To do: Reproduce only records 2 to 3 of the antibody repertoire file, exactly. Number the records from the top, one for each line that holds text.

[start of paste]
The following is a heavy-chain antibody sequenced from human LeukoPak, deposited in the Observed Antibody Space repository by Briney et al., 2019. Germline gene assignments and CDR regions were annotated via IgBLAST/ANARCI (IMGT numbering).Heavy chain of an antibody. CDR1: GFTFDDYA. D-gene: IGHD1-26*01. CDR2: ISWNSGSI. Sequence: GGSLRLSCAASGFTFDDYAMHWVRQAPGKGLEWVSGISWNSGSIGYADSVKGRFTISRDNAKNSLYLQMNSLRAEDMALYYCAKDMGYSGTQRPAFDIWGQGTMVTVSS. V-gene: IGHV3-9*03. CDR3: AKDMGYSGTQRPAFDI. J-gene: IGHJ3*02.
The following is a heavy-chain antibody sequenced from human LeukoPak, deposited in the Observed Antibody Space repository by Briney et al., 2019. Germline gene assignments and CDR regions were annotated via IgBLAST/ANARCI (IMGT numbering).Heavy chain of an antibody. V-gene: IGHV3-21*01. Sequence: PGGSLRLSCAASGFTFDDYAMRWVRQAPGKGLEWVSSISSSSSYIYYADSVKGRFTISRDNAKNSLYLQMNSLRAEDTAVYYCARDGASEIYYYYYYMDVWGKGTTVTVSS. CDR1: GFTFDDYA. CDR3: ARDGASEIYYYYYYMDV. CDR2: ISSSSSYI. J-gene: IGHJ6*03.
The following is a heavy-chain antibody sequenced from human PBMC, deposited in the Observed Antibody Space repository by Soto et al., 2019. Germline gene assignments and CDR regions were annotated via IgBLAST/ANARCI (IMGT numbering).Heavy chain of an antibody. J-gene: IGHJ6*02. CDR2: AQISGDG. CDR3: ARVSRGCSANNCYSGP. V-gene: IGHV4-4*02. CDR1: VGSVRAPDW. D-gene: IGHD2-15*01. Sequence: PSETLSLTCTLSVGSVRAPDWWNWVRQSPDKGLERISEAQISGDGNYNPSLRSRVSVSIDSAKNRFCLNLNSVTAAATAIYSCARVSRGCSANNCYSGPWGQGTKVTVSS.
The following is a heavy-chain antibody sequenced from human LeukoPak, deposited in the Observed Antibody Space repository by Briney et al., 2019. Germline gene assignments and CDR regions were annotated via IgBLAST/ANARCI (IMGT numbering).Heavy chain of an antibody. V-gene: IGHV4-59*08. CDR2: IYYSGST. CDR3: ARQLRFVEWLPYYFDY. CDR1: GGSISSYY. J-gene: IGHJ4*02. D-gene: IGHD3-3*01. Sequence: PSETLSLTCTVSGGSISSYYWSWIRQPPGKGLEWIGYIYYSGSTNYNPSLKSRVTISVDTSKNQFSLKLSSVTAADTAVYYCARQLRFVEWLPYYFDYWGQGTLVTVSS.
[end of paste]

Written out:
The following is a heavy-chain antibody sequenced from human LeukoPak, deposited in the Observed Antibody Space repository by Briney et al., 2019. Germline gene assignments and CDR regions were annotated via IgBLAST/ANARCI (IMGT numbering).Heavy chain of an antibody. V-gene: IGHV3-21*01. Sequence: PGGSLRLSCAASGFTFDDYAMRWVRQAPGKGLEWVSSISSSSSYIYYADSVKGRFTISRDNAKNSLYLQMNSLRAEDTAVYYCARDGASEIYYYYYYMDVWGKGTTVTVSS. CDR1: GFTFDDYA. CDR3: ARDGASEIYYYYYYMDV. CDR2: ISSSSSYI. J-gene: IGHJ6*03.
The following is a heavy-chain antibody sequenced from human PBMC, deposited in the Observed Antibody Space repository by Soto et al., 2019. Germline gene assignments and CDR regions were annotated via IgBLAST/ANARCI (IMGT numbering).Heavy chain of an antibody. J-gene: IGHJ6*02. CDR2: AQISGDG. CDR3: ARVSRGCSANNCYSGP. V-gene: IGHV4-4*02. CDR1: VGSVRAPDW. D-gene: IGHD2-15*01. Sequence: PSETLSLTCTLSVGSVRAPDWWNWVRQSPDKGLERISEAQISGDGNYNPSLRSRVSVSIDSAKNRFCLNLNSVTAAATAIYSCARVSRGCSANNCYSGPWGQGTKVTVSS.